If the Earth is to be saved from the ultimate threat of destruction, it maybe by the knight-errant Don Quixote.
The threat is from impact, the Hollywood-beloved nightmare of a Near-Earth asteroid on an orbital path that will lead to a collision with the planet. It has happened before. The Earth’s surface bears witness to large meteorite strikes over the spread of geological history. The most obvious is this, the Barringer crater, and the most famous the asteroid that (perhaps, or probably) led to the Cretaceous- Tertiary extinctions.
Future potentially hazardous asteroids are measured on something called the Torino Impact Scale, which ranges from score 0 (safe) to 10, global catastrophe.
There are a lot of near-Earth objects out there. The Minor Planets Centre lists those waiting to be studied here, hoping that amateur as well as professional astronomers will study them and identify threatening orbits. A piece of hurtling rock named 2008TC3 was confirmed as heading for Earth this way. Part of it ended up hitting Sudan.
In fact, 2008TC3 posed no great threat. But how would humanity respond if a Near-Earth object did turn out to threaten catastrophic impact? One that might come very close is the asteroid 99942 Apophis, which according to current estimates will pass close to the planet in 2029 and again in 2036. Apophis weighs in at some 46 million tonnes. It might matter.
Enter Don Quixote, the name given by the European Space Agency to an ambitious two-spacecraft project that seeks to achieve two things and may well be used on Apophis in time.
One spacecraft in the pair is Sancho, an orbiter that will gather vital information about the asteroid’s composition. It matters a lot what it is made of and asteroids vary from piles of rubble loosely bound together to single pieces of rock. To get this kind of information, Sancho will need to resolve the surface of the asteroid at metre height. It will also measure the Yarkovsky Effect, that is the way the asteroid is emitting heat, because that will reveal a lot about what will happen to the asteroid after it gets hit.
The second spacecraft is Hidalgo, an impactor. Hidalgo will be called out of a parking orbit to change the asteroid’s semi-major axis – to bash it off orbit, in non-space speak. If Hidalgo strikes while the asteroid is passing through a ‘keyhole,’ a particular moment in its orbit, then a change in axis of 100 metres would be enough to render it safe.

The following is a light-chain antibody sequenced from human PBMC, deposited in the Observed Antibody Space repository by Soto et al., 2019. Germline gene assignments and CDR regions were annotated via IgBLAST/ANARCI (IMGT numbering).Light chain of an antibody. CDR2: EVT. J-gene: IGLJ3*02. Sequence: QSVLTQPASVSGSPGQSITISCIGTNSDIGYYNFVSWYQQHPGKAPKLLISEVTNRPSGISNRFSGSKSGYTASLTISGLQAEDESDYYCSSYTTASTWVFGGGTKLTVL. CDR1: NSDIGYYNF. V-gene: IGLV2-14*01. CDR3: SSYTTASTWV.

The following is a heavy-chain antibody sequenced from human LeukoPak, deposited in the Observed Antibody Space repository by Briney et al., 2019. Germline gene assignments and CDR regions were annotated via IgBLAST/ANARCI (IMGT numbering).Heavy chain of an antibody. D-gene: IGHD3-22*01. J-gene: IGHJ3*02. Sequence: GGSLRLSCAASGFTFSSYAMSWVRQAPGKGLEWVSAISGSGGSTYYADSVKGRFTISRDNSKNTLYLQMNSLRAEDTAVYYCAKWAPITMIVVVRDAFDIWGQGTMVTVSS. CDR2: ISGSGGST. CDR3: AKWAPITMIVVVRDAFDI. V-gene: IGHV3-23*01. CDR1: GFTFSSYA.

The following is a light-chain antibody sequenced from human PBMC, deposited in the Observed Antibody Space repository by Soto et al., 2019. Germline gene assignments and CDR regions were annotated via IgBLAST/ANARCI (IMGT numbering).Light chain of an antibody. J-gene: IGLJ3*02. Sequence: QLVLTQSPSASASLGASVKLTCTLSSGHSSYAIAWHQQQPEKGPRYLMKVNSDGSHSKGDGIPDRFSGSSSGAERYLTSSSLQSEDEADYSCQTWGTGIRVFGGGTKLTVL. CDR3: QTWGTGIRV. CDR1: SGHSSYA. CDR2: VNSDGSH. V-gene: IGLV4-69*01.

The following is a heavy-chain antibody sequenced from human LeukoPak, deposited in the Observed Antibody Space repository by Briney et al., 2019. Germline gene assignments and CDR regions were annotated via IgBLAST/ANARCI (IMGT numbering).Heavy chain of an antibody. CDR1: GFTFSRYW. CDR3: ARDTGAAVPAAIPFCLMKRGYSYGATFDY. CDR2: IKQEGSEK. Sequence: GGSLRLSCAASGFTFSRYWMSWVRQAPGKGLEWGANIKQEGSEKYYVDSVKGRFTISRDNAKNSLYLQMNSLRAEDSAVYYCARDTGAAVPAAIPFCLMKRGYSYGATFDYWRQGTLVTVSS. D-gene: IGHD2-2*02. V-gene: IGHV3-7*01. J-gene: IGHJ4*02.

There are other plans. A Chinese system also intends to knock asteroids off orbit. Wilder schemes include attempting to destroy a threat with a nuclear missile strike, which might make a good film but would have the unfortunate consequence of strewing near space with irradiated chunks of rock armed with completely unpredictable new orbits. At the moment, Don Quixote is the most advanced programme that the world has.
Why Don Quixote? I am fascinated by the choice of name. Will Sancho take the pictures and then the Hidalgo save us? There have been many, many reincarnations of Son Quixote since Cervantes’ time, and the knight has been re-enlisted to fight many different battles. Hugo Chavez launched Operation Dulcinea in 2005 to distribute free copies of the book around Venezuela. 'We're still oppressed by giants', the Venezuelan Minister of Culture, Francisco Sesto, told the BBC, 'so we want the Venezuelan people to get to know better Don Quixote, who we see as a symbol of the struggle for justice and the righting of wrongs.'
Culturally, the figure of the knight has meant different things, from Romantic hero to anachronistic madman. He is the spur to so many imaginings. This is Miguel de Unamuno, writing in the aftermath of Spain’s ‘Great Crisis’ of 1898:
‘Don Quixote travelled alone, alone with Sancho, alone with his solitude. Shall we not, his fond admirers, also travel alone as we forge a quixotic Spain from out of our imagination?’
Is it the quixotic nature of the project that inspired the name? I doubt it. The European Space Agency likes its satellites to carry meanings.
Don Quixote is, first of all, absolutely European, and the Agency has always liked to make and re-make the point that it and its creations are not American. But more interestingly, the whole mission might be seen as one worthy of a great knight, an act of love, as it were, with the Earth as the new Dulcinea. In an English-speaking context, it also carries echoes of Graham Greene’s re-working of the Don Quixote story to make of the knight a saintly figure, his great Monsignor Quixote. The satellites have a sacred aureole.
I think the idea of the saviour-spacecraft ties in also with the strange phenomenon of affection for the pieces of metal we send off to distant worlds. This has been visible especially in the two Mars Rovers, Opportunity and Spirit. Eight years after landing on Mars for a three-month mission, Opportunity is still roving the planet’s surface. But when Spirit fell silent, victim to an accident, there was real grief at the failure of this plucky little thing. It would be hard not to feel a certain surge of gratitude at Sancho and Hidalgo as they went about their work.
Is the threat if asteroid impact a windmill or a giant? Will the Don Quixote system turn out to be helmed in gold or wearing a barber’s bowl? Perhaps the most interesting aspect of its name is that the mission’s ambivalence is canonised – we don’t know whether the threat is there and if the response will work.
So we are left, it seems to me, in doubt, which is where Cervantes wants his readers to be. In his prologue, Cervantes advises his desocupado lector:
Although I seem like Don Quixote’s father, I am his stepfather... and you can say whatever you like about this history.
This has always been the guiding principle of a book that has meant, in its history, so many things. The space mission that bears his name will be similarly multivalent. But Don Quixote may yet ride again.